After giving sample questions, tell the students that they will receive their very own hat, if they ask a “White Hat” question correctly. Give them time to think of a question. Next, have them ask their questions to the class. Have the others students signal “thumbs up” or “thumbs down.” If correct, place a “White Hat” on their head. If wrong, guide the student to think of a better question. Then give them their hat. This is a good way to informally assess each of them.

Day Two of each week:

On the following day, give each child an index card with their name on it. Explain to them that they will play a round of “Hat Tricks.” Have them work with a partner to think of a “White Hat” question. Give them a few minutes to come up with one. Go around the room and have students ask their questions. Again, have the rest of the class signal whether or not the question is accurate. If correct, give each child a stamp. Repeat until all students have their turn

Do this on the second day for each of the six hats. During the first week of teaching the hats, only “White Hat” questions can be asked. Once more hats are introduced; different coloured hat questions can be incorporated. The teacher can ask a variety of hat questions and the students working in small groups are asked to identify which colour hat the question asks. Every time a group answers correctly, they keep a tally. The goal is to keep improving on their last tally.

Information: Six Thinking Hats

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Description and Question Stems

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Using 6 Thinking Hats in the Classroom

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Edward DeBono's 6 thinking hats can be used in all subject areas. The hats are used in classroom environment to increase student's knowledge in all curriculum areas. When children feel confident using each of the hats they will be able to use the knowledge they have of each individual thinking hat and apply them to education outside of the classroom (EOTC).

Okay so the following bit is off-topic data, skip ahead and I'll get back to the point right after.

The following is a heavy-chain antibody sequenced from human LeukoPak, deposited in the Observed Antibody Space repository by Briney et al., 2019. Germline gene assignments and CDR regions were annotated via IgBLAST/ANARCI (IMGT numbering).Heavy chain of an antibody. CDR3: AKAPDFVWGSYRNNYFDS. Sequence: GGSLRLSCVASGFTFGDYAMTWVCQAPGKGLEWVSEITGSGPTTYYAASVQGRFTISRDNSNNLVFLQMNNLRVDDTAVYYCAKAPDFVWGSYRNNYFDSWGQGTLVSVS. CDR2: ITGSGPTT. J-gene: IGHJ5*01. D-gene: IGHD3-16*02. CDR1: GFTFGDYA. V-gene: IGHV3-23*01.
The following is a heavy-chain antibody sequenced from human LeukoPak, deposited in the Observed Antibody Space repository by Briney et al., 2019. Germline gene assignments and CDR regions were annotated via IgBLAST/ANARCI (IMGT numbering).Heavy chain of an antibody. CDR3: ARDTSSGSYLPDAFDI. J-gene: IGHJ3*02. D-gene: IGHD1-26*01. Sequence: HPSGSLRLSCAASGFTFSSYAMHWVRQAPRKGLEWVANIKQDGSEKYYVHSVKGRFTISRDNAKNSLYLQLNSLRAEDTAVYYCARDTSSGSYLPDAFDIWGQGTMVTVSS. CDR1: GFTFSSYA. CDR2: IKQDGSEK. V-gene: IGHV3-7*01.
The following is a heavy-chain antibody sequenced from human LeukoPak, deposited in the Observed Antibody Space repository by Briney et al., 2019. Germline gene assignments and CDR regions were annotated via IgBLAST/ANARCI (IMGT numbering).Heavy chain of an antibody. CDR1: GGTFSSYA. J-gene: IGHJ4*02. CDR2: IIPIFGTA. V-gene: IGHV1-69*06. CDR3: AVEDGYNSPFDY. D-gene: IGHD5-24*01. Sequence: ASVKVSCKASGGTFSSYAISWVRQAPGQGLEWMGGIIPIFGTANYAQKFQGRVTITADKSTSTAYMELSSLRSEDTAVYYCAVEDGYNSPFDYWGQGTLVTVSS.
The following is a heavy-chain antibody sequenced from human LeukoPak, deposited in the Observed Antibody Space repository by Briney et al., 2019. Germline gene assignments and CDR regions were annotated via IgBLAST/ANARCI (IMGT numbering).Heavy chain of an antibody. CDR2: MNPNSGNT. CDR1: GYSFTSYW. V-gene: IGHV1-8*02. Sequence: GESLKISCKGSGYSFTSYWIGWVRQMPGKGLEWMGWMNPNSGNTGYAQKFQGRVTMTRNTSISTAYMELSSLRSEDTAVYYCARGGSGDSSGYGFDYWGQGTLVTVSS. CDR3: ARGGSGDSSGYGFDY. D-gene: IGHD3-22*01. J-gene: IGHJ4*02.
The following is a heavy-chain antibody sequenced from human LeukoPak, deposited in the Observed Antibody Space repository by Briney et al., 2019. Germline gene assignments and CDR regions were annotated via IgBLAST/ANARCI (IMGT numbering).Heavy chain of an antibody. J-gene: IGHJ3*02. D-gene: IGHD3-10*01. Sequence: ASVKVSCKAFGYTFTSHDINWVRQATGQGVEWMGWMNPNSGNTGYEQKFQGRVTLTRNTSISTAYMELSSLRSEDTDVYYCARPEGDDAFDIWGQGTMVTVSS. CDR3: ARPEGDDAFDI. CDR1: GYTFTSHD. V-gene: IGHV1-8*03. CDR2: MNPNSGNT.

Together in English the yellow thinking hat (positives) and the black thinking hat (negatives) critique pieces of work i.e. what is good about the text or what is not so good. By doing this it gives the students the opportunity to have ownership over their learning and contribute within the curriculum area. They can also use the same hats when communicating ideas using the think, peer share strategy. The green hat (creative) is also used a lot in English as it brings forward creative thoughts and ideas.


In mathematics the three hats that would be used the most are the white hat (facts and objectives), green hat (creative/ideas) and the blue hat (conclusions). Within mathematics there is an importance placed around problem solving and children who are wearing the green hat (creative) will be able to think and react "outside of the square". This also shows that the students are not confined to set boundaries and instead look at ways outside of these to think and make tasks more challenging and more rewarding for them.

Health and Physical Education

In health the red hat is vital because children can learn about themselves and others by asking questions that use and teach them about their feelings in regard to their intuition, and emotions. In addition to children asking questions for themselves the red hat teaches children to consider and understand how other people are feeling emotionally. In physical education the most widely used hats would be the white hat, the yellow and the black. The white hat is important because all things that are physical need set objectives so you can reach a specific target. Facts are also very important as knowing the facts related to PE will increase students' potential. The yellow and black hats are also used because knowing the benefits and the criticisms are key in improving.